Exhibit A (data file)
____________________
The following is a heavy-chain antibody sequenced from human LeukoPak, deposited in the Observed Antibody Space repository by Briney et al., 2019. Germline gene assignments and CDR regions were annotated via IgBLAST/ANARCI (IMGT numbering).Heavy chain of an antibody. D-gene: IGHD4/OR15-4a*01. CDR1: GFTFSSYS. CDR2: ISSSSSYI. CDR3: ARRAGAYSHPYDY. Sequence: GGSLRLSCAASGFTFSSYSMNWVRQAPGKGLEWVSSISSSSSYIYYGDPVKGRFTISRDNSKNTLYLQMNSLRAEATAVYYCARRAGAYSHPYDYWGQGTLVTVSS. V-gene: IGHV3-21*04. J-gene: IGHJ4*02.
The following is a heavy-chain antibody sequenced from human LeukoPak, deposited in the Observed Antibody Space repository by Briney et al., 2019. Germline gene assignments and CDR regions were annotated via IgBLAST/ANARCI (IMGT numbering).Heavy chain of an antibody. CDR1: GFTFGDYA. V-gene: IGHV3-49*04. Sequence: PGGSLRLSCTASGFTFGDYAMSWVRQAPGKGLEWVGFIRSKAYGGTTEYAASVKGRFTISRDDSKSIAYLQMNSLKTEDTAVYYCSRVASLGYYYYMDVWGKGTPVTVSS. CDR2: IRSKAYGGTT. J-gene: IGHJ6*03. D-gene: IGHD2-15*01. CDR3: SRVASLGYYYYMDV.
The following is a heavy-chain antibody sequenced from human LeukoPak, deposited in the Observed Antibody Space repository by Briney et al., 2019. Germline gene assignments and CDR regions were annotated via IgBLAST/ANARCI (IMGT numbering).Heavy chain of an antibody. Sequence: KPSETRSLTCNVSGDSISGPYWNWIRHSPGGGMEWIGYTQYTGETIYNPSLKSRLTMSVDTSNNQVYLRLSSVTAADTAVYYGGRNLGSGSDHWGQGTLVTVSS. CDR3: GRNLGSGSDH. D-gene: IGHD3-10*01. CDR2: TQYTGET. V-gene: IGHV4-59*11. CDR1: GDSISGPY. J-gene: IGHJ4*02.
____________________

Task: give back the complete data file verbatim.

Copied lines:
The following is a heavy-chain antibody sequenced from human LeukoPak, deposited in the Observed Antibody Space repository by Briney et al., 2019. Germline gene assignments and CDR regions were annotated via IgBLAST/ANARCI (IMGT numbering).Heavy chain of an antibody. D-gene: IGHD4/OR15-4a*01. CDR1: GFTFSSYS. CDR2: ISSSSSYI. CDR3: ARRAGAYSHPYDY. Sequence: GGSLRLSCAASGFTFSSYSMNWVRQAPGKGLEWVSSISSSSSYIYYGDPVKGRFTISRDNSKNTLYLQMNSLRAEATAVYYCARRAGAYSHPYDYWGQGTLVTVSS. V-gene: IGHV3-21*04. J-gene: IGHJ4*02.
The following is a heavy-chain antibody sequenced from human LeukoPak, deposited in the Observed Antibody Space repository by Briney et al., 2019. Germline gene assignments and CDR regions were annotated via IgBLAST/ANARCI (IMGT numbering).Heavy chain of an antibody. CDR1: GFTFGDYA. V-gene: IGHV3-49*04. Sequence: PGGSLRLSCTASGFTFGDYAMSWVRQAPGKGLEWVGFIRSKAYGGTTEYAASVKGRFTISRDDSKSIAYLQMNSLKTEDTAVYYCSRVASLGYYYYMDVWGKGTPVTVSS. CDR2: IRSKAYGGTT. J-gene: IGHJ6*03. D-gene: IGHD2-15*01. CDR3: SRVASLGYYYYMDV.
The following is a heavy-chain antibody sequenced from human LeukoPak, deposited in the Observed Antibody Space repository by Briney et al., 2019. Germline gene assignments and CDR regions were annotated via IgBLAST/ANARCI (IMGT numbering).Heavy chain of an antibody. Sequence: KPSETRSLTCNVSGDSISGPYWNWIRHSPGGGMEWIGYTQYTGETIYNPSLKSRLTMSVDTSNNQVYLRLSSVTAADTAVYYGGRNLGSGSDHWGQGTLVTVSS. CDR3: GRNLGSGSDH. D-gene: IGHD3-10*01. CDR2: TQYTGET. V-gene: IGHV4-59*11. CDR1: GDSISGPY. J-gene: IGHJ4*02.